Whether they were incorporated into statute or not, one this is clear: Nautical signal flags played a critical role in period commerce. One captain’s breach of maritime custom may have changed history beyond his imagination.
Literature on point:
Billy G. Smith, Ship of Death: A Voyage that Changed the Atlantic World (New Haven: Yale University Press 2013)
John Raithby, The Statutes Relating to the Admiralty, Shipping, and Navigation of the United Kingdom (London: Eyre & Strahan 1823)Read More
A landscape of odors….
Compared to canines, humans smell in black and white. We live in a world of sight and sound, words and letters. If you wrote a novel for dogs, you’d have to use smells – it would be a scratch-and-sniff book. Dogs find their literature on the ground, on trees, and under bushes; a stroll in the woods is to browse through a library. They “see” the world as an aromatic landscape colored with scents we can’t even imagine.
It’s precisely that facility that makes dogs so useful to law enforcement. Their olfactory perception complements a detective’s visual perception and can offer critical clues in a criminal investigation.
Cadaver dogs begin their careers
Systematic training for cadaver dogs began in the 1970s. Modern human remains detection dogs learn to distinguish the odors of human decomposition from those of animal decomposition and track them through varied terrains. But that doesn’t mean that no one ever used dogs for finding dead bodies before the 1970s. One of the first recorded instances of a court purposely using a dog to search for a murder victim occurred during the investigation of the Bavarian Ripper in 1809.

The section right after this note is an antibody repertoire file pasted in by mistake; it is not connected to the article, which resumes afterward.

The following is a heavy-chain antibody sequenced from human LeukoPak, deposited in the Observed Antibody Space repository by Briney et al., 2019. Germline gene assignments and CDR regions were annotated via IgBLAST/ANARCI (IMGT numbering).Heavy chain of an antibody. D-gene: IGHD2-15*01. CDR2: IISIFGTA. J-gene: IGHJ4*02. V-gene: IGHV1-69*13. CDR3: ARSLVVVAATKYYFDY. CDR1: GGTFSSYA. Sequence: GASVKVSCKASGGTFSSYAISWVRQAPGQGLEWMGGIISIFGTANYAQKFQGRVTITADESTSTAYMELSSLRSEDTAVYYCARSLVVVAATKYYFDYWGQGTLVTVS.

Hanns Gross, an Austrian criminologist and the father of modern forensic science, wrote about the need for cadaver dog searches as early as 1899:
“Undertaking outdoor [searches] is difficult under any circumstances. Systematic searching is almost always impossible due to the size of the territory; success is due to chance. Only in one circumstance is outside assistance advisable: searching for a human body. For that purpose, a good tracking dog can be used. Not every bloodhound or Leithund [a 19th c. German breed similar to the Weimaraner] can be used, however; only a few dogs possess the right facilities for the task. But if the investigating magistrate needs help in such a case, it won’t suffice if he just orders: “Get me a tracking dog.” He most certainly won’t obtain any help in this manner. He must, as discussed above, prepare for war during peacetime. This is all the more necessary because you often find such dogs in completely unexpected places, and can’t find one on the spot when you need one.”
A watchdog breaks the case
Gross managed to find a good dog and described how it found a body quickly enough to exculpate the suspect: